In the years following the American Revolution, grand juries, and the importance of guaranteeing them in a constitution, were by no means universally accepted. Only four state constitutions provided for grand juries at the time that the Bill of Rights was being drafted. On the other hand, three states—Massachusetts, New Hampshire, and New York—all formally requested that the United States Constitution be amended to guarantee grand jury indictments.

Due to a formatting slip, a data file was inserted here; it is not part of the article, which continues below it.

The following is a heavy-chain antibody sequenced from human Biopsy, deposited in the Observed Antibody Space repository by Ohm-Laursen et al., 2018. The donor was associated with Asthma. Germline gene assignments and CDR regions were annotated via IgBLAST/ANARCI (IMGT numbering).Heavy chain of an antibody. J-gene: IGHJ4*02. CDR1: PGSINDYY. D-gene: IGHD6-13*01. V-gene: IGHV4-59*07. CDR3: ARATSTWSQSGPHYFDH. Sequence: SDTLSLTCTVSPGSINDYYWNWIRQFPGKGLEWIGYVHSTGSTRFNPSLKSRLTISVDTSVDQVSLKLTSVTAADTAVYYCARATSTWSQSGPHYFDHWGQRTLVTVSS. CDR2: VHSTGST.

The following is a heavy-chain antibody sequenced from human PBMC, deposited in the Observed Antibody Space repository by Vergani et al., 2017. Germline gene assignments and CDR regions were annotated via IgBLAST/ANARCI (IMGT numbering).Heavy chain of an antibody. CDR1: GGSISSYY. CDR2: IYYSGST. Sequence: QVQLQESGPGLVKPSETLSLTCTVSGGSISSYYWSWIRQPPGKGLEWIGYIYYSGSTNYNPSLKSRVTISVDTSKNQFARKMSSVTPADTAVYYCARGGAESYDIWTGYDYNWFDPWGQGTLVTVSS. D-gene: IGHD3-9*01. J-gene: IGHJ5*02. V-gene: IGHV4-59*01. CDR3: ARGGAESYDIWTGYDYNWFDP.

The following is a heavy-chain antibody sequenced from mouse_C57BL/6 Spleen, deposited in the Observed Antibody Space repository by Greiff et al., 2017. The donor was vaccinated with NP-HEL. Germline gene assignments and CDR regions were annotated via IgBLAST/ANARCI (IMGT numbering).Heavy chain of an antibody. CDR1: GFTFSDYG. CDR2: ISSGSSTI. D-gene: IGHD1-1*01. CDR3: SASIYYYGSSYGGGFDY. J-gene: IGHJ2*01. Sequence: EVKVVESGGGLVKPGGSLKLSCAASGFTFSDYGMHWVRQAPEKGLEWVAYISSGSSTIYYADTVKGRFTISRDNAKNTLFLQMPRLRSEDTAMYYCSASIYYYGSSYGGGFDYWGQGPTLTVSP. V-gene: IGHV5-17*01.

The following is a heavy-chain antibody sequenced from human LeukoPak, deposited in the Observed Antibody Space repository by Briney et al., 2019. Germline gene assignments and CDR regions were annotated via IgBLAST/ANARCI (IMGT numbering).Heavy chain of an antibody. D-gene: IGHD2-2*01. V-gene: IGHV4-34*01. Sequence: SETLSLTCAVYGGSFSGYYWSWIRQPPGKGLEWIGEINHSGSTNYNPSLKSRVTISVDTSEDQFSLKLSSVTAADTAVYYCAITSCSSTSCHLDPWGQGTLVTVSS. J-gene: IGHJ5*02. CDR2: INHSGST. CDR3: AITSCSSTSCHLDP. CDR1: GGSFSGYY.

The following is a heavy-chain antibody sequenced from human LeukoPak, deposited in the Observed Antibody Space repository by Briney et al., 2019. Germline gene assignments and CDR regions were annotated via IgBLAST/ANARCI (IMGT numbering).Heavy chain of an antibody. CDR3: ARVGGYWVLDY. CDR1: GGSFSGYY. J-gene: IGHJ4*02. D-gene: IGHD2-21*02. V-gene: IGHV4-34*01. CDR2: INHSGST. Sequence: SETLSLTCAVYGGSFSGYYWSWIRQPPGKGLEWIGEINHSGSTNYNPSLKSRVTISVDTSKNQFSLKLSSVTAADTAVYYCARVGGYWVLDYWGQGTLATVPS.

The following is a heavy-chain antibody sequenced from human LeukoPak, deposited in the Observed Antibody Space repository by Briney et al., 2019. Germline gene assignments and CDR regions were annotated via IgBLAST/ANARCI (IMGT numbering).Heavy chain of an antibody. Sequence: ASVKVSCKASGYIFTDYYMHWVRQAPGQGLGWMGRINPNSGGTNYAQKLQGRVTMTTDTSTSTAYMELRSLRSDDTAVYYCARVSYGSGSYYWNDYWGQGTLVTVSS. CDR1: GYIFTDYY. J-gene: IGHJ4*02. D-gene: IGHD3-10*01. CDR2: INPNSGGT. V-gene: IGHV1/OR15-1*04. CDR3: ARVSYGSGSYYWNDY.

All of the states that wanted a grand jury guarantee in the Constitution had made exceptions for military trials, called courts-martial. The military has long had its own justice system with its own rules, a practice which continues to this day.